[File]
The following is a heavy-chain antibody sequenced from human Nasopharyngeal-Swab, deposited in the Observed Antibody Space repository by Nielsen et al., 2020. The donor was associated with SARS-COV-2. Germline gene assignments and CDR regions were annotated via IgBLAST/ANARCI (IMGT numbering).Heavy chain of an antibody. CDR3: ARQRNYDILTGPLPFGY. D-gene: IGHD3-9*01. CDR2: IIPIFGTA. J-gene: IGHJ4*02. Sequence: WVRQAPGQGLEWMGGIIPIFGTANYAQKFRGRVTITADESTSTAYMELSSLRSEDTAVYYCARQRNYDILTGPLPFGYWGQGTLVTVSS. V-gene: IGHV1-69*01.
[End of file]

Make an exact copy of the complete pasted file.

The following is a heavy-chain antibody sequenced from human Nasopharyngeal-Swab, deposited in the Observed Antibody Space repository by Nielsen et al., 2020. The donor was associated with SARS-COV-2. Germline gene assignments and CDR regions were annotated via IgBLAST/ANARCI (IMGT numbering).Heavy chain of an antibody. CDR3: ARQRNYDILTGPLPFGY. D-gene: IGHD3-9*01. CDR2: IIPIFGTA. J-gene: IGHJ4*02. Sequence: WVRQAPGQGLEWMGGIIPIFGTANYAQKFRGRVTITADESTSTAYMELSSLRSEDTAVYYCARQRNYDILTGPLPFGYWGQGTLVTVSS. V-gene: IGHV1-69*01.